TREES ARE BEING LOST EVERYWHERE
It is with great sadness that I know exactly how the people of the Vinefields feel (Letters, April 29/May 6). We here in Fornham St Martin/Genevieve are losing trees at an alarming rate.
First to go was a 150-year-old oak in the junction of Park Avenue. I asked the workmen why it was being removed, as there was no visible problem with it (especially as they have Tree Protection Orders) and was told it had internal mould. There is another along the row with a large patch of external fungus, but the workman told me one tree was due to be cut down and one pared back. Last time there was a tree with visible fungus it was cut down, yet this new one hasn’t yet been touched, not even pared back. I truly believe the wrong tree was taken down. Many residents in the street watched it be cut, most of them upset. These oaks have stood for 150 years and they won’t grow back overnight. Once they’re gone that’s it.
Then there is the redevelopment of the newly named All Saints’ Hotel (even though the address is St Genevieve). Not a day goes by when we don’t hear chainsaws and woodchippers. The rate the woodland is disappearing is terrifying.
I know a few people complain about the rooks that live in this area but they have always been here and it is not only home to them but also deer and many other forms of wildlife. It also acts as a natural sound barrier between the residential areas and any loud music they have with weddings. I’ll be amazed if there is a single tree left in their complex by the time they are done.
It isn’t just a problem here, though; all around Bury trees are being felled with great gusto. As the internet meme says “if only trees gave out free wifi instead of life-giving oxygen”.
Bury St Edmunds is being wrecked. The beauty that brings people to this town and makes it a pleasure to live in is being destroyed. Who needs trees anyway? I guess we will find out when Bury soon becomes another concrete city.
-- L Flaherty, Fornham St Martin
PATRICK DESERVES RECOGNITION
I suspect that the paper will struggle to find enough pages to convey the widespread view that Patrick Chung has been an excellent mayor.
We first met him when he was a popular restaurateur and followed his career with interest.Often we met people who sang his praises for his kindness and commitment as their local councillor.
As mayor he has been tireless and one must include his wife.Week after week his appearances at every sort of event, often of a charitable nature, have been recorded and his love of Bury was repeated many times.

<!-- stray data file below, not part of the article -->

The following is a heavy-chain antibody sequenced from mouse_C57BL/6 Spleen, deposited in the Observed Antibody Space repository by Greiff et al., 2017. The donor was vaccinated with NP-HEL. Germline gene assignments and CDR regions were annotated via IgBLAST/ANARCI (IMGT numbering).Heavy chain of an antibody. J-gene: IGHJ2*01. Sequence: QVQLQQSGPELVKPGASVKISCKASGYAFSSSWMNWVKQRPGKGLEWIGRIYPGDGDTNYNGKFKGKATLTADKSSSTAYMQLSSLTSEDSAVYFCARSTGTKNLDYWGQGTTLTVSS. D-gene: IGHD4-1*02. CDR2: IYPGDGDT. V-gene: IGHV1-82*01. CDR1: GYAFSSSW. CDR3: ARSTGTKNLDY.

Some more public recognition of his work is richly deserved and one hopes that our local MP can initiate the appropriate action.
-- Brian Perrett, Bury St Edmunds
DAFFODILS AND TREES TARGETED
Why, oh why, is it that every spring we have to tolerate those who find it necessary to destroy the daffodils planted to enhance the Mildenhall Estate?
And now the beautiful cherry blossom has come in for its annual desecration. Not content with pulling the blossom down, it’s deliberately knocked down with sticks.
What is this fascination today for those who perpetrate destruction and can see no beauty in the world around them? Their obvious motto is “Well, it hasn’t any use or interest to me, so let’s destroy it”.
-- Brenda Hudson, Bury St Edmunds
HGV LEVY UNDER ATTACK FROM EU
In 2014, in an attempt to protect British road hauliers, the UK government introduced a modest levy of £10 per day on foreign lorries using UK roads. It was intended to combat the road fund tax which is paid by British HGV firms to use our roads, but not those from elsewhere in the EU.
Now the European Court of Justice is investigating this following complaints that the levy is illegal under EU law and, if the case goes against the UK, is likely to see our government (taxpayers) having to pay back some £93 million, enough to build and staff a medium sized hospital. It would also reduce the amount of revenue we will be getting in the future, not to mention the unfair financial advantages this will bring to foreign HGVs on British roads compared to our own lorry firms.
Once again we see the lack of control our elected government has over our nation while the unelected EU leaders call the tune. We have one chance, on June 23, to do something about it.
-- WE Turner, Barrow